I want to thank every activist and supporter and all their families who contributed to these spectacular achievements; and also to all of our voters.
There is a building momentum for Irish Unity and in support of anti-unionist and progressive politics.
There is also a new, popular expectation of real, and substantial political change.
The people of the North have spoken.
Sinn Féin respects the mandate secured by the DUP.
But make no mistake Sinn Féin’s electoral mandate is a vindication of our pledge that there will be no return to the status quo: and I repeat; no citizen or section of society will be put to the back of the bus again.
In 1967 our parents and grandparents and others in this gathering set out to demand civil rights in the North. They were beaten and shot off the streets.
Fifty years later an equality revolution is happening in the six counties and it is being led by young people.
Agus tá siad tiomanta agus diongbhailte. Tá siad dearg le fearg agus tá muid go léir dearg le fearg.
For the first time since partition electoral support for political unionism has fallen below 50%.
These are the new realities.
And this is the new context for the current round of political talks.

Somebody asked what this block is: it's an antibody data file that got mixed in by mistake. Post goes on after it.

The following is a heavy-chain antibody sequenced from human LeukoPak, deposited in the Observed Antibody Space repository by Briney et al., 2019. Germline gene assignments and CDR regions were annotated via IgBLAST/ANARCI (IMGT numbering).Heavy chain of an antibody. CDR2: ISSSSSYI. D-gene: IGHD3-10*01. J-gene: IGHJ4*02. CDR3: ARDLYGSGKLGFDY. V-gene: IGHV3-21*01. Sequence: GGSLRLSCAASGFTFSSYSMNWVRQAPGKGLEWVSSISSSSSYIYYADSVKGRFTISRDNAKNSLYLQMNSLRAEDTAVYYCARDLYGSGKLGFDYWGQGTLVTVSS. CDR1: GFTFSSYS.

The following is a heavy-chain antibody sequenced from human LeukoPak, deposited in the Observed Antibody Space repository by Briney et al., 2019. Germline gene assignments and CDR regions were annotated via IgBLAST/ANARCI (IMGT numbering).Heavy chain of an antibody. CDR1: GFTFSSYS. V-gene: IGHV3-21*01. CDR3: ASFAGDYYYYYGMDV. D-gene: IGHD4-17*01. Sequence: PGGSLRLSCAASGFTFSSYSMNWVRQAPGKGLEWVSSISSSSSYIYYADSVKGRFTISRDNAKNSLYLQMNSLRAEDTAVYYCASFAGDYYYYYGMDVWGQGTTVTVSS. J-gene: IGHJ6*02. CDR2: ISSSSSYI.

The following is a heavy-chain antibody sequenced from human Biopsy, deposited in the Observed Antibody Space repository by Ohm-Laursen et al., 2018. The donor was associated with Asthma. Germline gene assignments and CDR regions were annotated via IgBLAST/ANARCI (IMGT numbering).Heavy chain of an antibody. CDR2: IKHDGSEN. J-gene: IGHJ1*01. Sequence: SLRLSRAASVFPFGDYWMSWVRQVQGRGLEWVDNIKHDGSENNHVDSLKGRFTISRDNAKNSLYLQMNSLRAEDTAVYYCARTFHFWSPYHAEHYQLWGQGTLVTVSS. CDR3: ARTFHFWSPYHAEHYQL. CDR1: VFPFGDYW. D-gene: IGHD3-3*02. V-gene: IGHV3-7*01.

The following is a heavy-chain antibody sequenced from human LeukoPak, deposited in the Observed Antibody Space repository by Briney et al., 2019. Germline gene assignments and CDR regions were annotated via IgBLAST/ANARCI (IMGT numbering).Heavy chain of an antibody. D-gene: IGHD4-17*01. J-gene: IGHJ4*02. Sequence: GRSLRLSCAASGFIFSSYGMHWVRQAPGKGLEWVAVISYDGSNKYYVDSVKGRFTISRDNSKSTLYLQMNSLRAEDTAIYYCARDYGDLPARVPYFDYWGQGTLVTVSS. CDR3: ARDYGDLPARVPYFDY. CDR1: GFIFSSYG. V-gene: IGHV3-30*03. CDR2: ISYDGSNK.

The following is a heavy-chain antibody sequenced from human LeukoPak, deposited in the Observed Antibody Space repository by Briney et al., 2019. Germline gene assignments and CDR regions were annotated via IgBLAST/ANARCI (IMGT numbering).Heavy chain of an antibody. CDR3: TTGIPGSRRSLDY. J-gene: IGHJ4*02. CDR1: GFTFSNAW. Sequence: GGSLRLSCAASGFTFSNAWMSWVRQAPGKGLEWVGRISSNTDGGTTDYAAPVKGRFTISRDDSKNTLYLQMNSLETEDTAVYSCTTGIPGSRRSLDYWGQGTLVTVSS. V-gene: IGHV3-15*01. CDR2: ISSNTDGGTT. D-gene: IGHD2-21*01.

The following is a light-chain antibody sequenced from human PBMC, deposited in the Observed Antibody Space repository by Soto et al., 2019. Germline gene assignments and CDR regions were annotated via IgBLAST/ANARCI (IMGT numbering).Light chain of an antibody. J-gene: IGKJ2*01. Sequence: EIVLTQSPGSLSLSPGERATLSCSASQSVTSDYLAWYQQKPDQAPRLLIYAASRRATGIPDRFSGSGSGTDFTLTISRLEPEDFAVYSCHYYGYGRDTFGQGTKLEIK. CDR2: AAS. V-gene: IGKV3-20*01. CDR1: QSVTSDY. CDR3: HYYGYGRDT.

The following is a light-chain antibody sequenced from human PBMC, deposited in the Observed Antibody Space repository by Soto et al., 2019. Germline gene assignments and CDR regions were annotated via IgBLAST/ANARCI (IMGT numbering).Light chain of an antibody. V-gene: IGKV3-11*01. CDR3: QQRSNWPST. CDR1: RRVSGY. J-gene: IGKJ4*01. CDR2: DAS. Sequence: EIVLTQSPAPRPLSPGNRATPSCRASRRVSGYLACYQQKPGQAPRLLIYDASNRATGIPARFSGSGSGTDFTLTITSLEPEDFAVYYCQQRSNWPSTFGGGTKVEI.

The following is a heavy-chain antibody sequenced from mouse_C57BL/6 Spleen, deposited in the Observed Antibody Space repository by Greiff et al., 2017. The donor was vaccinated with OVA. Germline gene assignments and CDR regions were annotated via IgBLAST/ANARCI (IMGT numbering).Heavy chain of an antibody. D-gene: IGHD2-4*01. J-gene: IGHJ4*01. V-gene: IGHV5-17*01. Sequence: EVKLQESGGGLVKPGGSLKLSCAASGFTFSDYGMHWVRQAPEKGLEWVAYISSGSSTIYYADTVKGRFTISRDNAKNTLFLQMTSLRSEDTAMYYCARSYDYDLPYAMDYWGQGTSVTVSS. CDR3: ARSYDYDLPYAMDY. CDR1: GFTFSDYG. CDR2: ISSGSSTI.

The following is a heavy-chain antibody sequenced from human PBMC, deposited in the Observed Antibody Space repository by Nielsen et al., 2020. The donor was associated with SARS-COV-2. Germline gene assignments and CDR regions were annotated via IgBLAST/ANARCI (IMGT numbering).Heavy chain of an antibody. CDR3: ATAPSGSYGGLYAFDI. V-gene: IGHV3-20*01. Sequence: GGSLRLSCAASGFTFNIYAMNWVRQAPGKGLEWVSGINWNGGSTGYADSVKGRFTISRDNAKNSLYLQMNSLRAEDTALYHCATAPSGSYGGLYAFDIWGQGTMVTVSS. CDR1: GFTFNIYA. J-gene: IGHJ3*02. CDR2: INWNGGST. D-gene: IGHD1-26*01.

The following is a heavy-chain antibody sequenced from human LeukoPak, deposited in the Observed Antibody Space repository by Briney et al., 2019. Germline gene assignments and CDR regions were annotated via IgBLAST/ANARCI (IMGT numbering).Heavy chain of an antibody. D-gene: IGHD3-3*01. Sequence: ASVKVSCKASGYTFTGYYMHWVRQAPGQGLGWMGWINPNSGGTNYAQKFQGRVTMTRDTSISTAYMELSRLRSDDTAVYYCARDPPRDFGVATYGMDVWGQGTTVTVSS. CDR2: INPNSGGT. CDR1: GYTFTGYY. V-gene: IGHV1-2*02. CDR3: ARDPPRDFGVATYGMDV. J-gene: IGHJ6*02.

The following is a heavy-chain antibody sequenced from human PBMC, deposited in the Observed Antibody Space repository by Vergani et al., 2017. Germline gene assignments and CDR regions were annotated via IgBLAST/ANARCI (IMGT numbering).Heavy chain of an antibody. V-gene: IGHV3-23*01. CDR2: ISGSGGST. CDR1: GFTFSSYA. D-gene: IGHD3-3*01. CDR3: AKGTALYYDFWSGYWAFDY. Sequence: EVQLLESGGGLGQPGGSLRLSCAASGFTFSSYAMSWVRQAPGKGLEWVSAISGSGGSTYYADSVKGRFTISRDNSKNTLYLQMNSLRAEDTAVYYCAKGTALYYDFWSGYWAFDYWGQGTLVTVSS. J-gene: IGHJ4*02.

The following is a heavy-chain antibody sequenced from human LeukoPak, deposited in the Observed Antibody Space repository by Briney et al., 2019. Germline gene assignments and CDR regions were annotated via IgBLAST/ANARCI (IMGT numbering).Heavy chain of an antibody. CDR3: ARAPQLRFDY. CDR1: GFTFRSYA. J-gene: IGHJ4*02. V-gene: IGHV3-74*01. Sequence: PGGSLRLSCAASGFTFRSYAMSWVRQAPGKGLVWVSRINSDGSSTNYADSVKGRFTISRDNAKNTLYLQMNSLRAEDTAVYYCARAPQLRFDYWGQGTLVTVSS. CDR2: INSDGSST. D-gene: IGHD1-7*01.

Let us be clear – the political crisis in the North can be resolved.
The political institutions can be re-established.
However, that means the DUP and British government need to get the message – which they have ignored since Martin McGuinness’ resignation on 9th January.
So I will spell it out.
The equality and rights agenda is not negotiable.
Agreements previously made on equality, rights, parity of esteem and legacy must be implemented.
The Good Friday Agreement cannot be unpicked.
The political institutions must not be misused to advance institutionalised bigotry.
Continued refusal by the DUP and British government to accept these fundamental positions will create only one outcome: a future of permanent political instability.
The DUP have spent the last week in talks with the British Government trying to strike a deal which will keep the Tories in power.
As with Brexit, any deal with Tories will be bad for the economy, public services and for citizens.
This Tory government cares as little for working-class unionists as it does for working-class republicans.
Working-class unionists did not vote for Tories.
The DUP leadership know that. They know the north is of no consequence in Westminster.
Even Edward Carson recognised this nearly 100 years ago. He said:
“What a fool I was… in the political game that was to get the Conservative party into power.”
The central fact is the political process in the North remains overshadowed by financial scandals.
That is why Sinn Féin stood the DUP leader down from her position last January.
The focus on her future role in an Executive is completely misdirected and premature.
That discussion will only arise when there is an acceptable implementation plan to restore public confidence in the political process and ensures that the institutions will work on the basis of proper power sharing, equality, respect and integrity.
This is a serious situation, which demands a serious focus by all parties.
It is not a game, and it is certainly not a dance.